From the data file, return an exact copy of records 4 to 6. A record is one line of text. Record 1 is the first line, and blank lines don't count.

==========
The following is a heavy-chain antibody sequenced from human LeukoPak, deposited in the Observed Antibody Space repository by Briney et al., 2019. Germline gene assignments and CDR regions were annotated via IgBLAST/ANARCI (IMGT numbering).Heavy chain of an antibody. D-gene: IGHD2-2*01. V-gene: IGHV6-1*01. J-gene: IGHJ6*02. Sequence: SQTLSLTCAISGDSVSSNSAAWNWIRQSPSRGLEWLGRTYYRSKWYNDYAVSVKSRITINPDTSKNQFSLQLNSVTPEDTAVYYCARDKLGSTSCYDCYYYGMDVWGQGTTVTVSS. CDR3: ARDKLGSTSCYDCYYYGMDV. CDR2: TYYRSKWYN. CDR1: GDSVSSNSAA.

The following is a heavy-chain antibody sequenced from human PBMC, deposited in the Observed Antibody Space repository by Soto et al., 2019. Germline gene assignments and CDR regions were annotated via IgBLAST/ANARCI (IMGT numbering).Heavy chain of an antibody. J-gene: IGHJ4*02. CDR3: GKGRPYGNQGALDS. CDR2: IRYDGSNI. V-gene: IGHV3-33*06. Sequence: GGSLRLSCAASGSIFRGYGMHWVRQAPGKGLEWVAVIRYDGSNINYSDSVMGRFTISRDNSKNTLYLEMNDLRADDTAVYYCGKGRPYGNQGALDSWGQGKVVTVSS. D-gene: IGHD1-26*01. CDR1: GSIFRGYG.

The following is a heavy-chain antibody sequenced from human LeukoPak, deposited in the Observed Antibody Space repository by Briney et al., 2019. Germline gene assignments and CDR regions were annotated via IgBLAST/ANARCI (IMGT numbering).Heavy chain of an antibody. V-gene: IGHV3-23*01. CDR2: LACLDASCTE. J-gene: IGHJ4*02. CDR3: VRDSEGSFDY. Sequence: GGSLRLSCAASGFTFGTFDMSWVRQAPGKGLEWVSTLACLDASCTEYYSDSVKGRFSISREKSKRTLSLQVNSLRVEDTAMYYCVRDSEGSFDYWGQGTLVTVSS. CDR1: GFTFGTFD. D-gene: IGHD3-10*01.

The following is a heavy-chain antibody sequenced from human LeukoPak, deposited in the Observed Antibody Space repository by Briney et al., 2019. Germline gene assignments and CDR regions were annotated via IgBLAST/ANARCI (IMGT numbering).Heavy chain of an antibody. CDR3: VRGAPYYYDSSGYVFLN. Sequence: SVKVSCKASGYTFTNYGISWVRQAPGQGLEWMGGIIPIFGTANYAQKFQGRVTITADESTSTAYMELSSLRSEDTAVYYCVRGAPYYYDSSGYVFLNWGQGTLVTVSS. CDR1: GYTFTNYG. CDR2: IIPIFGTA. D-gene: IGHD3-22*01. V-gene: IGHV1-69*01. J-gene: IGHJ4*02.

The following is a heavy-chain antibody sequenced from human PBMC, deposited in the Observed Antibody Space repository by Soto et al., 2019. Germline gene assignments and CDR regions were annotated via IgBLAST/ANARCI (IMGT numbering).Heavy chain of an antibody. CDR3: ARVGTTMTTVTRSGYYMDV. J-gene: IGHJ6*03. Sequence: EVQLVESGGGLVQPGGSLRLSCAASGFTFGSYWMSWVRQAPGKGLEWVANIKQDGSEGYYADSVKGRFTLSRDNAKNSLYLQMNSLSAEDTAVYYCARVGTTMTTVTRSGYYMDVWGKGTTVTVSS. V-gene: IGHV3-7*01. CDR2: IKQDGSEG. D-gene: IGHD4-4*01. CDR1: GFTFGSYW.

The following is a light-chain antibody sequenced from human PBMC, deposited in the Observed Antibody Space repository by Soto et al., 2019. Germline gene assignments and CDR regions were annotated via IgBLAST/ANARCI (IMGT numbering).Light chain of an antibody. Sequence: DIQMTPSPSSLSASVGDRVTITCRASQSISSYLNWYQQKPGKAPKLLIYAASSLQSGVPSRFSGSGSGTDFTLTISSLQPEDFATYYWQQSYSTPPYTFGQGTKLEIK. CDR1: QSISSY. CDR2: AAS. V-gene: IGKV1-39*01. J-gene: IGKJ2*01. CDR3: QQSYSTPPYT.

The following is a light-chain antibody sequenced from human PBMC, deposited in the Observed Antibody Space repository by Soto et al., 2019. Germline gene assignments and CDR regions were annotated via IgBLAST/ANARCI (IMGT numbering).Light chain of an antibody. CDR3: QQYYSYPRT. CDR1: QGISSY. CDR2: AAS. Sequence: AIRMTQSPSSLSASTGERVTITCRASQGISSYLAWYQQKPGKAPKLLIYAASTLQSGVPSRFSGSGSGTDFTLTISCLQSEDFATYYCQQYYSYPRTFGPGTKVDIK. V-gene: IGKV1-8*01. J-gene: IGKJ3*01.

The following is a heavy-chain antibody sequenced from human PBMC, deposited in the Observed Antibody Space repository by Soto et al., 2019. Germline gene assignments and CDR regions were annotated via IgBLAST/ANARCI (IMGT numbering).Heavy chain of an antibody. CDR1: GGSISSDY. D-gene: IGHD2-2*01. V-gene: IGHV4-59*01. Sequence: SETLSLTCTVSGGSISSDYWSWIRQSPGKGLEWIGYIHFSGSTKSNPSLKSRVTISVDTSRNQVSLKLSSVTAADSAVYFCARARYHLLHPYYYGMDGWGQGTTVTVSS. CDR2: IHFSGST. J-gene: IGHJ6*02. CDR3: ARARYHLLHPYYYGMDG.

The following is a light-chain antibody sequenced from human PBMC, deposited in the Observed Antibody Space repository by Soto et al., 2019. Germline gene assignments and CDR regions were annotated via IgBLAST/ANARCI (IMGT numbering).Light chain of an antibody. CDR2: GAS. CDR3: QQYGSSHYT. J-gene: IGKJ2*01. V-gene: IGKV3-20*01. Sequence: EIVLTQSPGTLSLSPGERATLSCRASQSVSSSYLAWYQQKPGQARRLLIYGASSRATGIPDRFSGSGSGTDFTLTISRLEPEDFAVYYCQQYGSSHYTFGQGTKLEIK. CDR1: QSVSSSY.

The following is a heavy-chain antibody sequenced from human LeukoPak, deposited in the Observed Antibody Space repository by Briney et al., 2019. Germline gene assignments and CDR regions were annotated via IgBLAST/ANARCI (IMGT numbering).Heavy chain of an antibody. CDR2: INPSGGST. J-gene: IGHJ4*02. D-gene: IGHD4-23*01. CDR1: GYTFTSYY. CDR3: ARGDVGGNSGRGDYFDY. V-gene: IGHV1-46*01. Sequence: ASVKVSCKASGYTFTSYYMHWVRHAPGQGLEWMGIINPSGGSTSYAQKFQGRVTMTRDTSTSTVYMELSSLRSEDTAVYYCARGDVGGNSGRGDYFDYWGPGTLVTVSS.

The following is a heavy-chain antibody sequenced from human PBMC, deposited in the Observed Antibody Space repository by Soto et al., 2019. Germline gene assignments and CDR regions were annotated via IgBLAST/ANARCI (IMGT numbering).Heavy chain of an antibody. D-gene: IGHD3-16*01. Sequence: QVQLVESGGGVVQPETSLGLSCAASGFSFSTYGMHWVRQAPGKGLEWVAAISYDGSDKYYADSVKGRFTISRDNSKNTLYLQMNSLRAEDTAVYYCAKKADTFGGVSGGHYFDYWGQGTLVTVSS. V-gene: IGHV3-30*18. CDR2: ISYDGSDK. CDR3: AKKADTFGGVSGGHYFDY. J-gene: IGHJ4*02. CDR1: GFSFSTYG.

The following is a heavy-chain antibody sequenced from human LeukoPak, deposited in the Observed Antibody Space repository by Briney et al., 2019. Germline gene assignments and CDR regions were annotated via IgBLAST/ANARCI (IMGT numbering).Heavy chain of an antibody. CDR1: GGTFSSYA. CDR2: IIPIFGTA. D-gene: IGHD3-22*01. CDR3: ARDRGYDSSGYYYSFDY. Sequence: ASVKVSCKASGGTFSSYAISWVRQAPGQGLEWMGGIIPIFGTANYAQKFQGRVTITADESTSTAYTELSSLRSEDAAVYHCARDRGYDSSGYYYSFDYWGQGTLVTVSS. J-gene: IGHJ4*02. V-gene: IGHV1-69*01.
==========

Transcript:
The following is a heavy-chain antibody sequenced from human LeukoPak, deposited in the Observed Antibody Space repository by Briney et al., 2019. Germline gene assignments and CDR regions were annotated via IgBLAST/ANARCI (IMGT numbering).Heavy chain of an antibody. CDR3: VRGAPYYYDSSGYVFLN. Sequence: SVKVSCKASGYTFTNYGISWVRQAPGQGLEWMGGIIPIFGTANYAQKFQGRVTITADESTSTAYMELSSLRSEDTAVYYCVRGAPYYYDSSGYVFLNWGQGTLVTVSS. CDR1: GYTFTNYG. CDR2: IIPIFGTA. D-gene: IGHD3-22*01. V-gene: IGHV1-69*01. J-gene: IGHJ4*02.

The following is a heavy-chain antibody sequenced from human PBMC, deposited in the Observed Antibody Space repository by Soto et al., 2019. Germline gene assignments and CDR regions were annotated via IgBLAST/ANARCI (IMGT numbering).Heavy chain of an antibody. CDR3: ARVGTTMTTVTRSGYYMDV. J-gene: IGHJ6*03. Sequence: EVQLVESGGGLVQPGGSLRLSCAASGFTFGSYWMSWVRQAPGKGLEWVANIKQDGSEGYYADSVKGRFTLSRDNAKNSLYLQMNSLSAEDTAVYYCARVGTTMTTVTRSGYYMDVWGKGTTVTVSS. V-gene: IGHV3-7*01. CDR2: IKQDGSEG. D-gene: IGHD4-4*01. CDR1: GFTFGSYW.

The following is a light-chain antibody sequenced from human PBMC, deposited in the Observed Antibody Space repository by Soto et al., 2019. Germline gene assignments and CDR regions were annotated via IgBLAST/ANARCI (IMGT numbering).Light chain of an antibody. Sequence: DIQMTPSPSSLSASVGDRVTITCRASQSISSYLNWYQQKPGKAPKLLIYAASSLQSGVPSRFSGSGSGTDFTLTISSLQPEDFATYYWQQSYSTPPYTFGQGTKLEIK. CDR1: QSISSY. CDR2: AAS. V-gene: IGKV1-39*01. J-gene: IGKJ2*01. CDR3: QQSYSTPPYT.